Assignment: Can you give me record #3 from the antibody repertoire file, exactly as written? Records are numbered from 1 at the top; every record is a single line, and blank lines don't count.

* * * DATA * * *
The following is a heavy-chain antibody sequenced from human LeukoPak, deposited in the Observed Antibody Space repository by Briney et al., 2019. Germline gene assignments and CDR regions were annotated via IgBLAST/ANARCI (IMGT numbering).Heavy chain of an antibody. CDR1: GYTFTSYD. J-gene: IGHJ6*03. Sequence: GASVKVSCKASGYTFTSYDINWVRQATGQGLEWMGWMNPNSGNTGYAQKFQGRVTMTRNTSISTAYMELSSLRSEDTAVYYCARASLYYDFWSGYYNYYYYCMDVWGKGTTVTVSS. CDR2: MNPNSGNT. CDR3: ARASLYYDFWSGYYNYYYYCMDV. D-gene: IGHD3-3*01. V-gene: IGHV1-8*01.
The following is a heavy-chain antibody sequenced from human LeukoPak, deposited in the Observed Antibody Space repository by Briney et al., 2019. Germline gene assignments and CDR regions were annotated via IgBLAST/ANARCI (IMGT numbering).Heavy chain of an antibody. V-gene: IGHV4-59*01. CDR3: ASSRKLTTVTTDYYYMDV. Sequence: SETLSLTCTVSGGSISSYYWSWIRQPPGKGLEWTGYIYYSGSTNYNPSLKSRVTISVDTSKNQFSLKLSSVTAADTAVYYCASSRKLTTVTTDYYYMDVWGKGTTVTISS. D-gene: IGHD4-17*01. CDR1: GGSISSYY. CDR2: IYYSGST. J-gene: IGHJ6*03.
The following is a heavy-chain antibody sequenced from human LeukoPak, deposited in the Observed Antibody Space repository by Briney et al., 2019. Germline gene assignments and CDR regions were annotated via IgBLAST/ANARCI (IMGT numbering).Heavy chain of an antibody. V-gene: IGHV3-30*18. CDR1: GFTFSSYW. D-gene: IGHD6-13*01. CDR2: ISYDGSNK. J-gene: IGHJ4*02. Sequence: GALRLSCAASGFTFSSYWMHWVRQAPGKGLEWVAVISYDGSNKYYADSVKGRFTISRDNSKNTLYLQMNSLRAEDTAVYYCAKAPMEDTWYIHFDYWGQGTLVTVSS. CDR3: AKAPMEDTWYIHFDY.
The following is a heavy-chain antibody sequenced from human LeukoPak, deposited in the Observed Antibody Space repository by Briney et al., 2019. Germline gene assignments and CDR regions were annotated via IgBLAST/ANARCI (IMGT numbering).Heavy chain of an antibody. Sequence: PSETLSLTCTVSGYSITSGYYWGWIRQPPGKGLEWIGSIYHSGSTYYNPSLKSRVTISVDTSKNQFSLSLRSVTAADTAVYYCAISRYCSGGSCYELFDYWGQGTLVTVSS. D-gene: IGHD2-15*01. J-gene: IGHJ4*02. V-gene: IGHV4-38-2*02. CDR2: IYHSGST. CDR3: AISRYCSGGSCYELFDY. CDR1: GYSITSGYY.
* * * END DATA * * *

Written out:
The following is a heavy-chain antibody sequenced from human LeukoPak, deposited in the Observed Antibody Space repository by Briney et al., 2019. Germline gene assignments and CDR regions were annotated via IgBLAST/ANARCI (IMGT numbering).Heavy chain of an antibody. V-gene: IGHV3-30*18. CDR1: GFTFSSYW. D-gene: IGHD6-13*01. CDR2: ISYDGSNK. J-gene: IGHJ4*02. Sequence: GALRLSCAASGFTFSSYWMHWVRQAPGKGLEWVAVISYDGSNKYYADSVKGRFTISRDNSKNTLYLQMNSLRAEDTAVYYCAKAPMEDTWYIHFDYWGQGTLVTVSS. CDR3: AKAPMEDTWYIHFDY.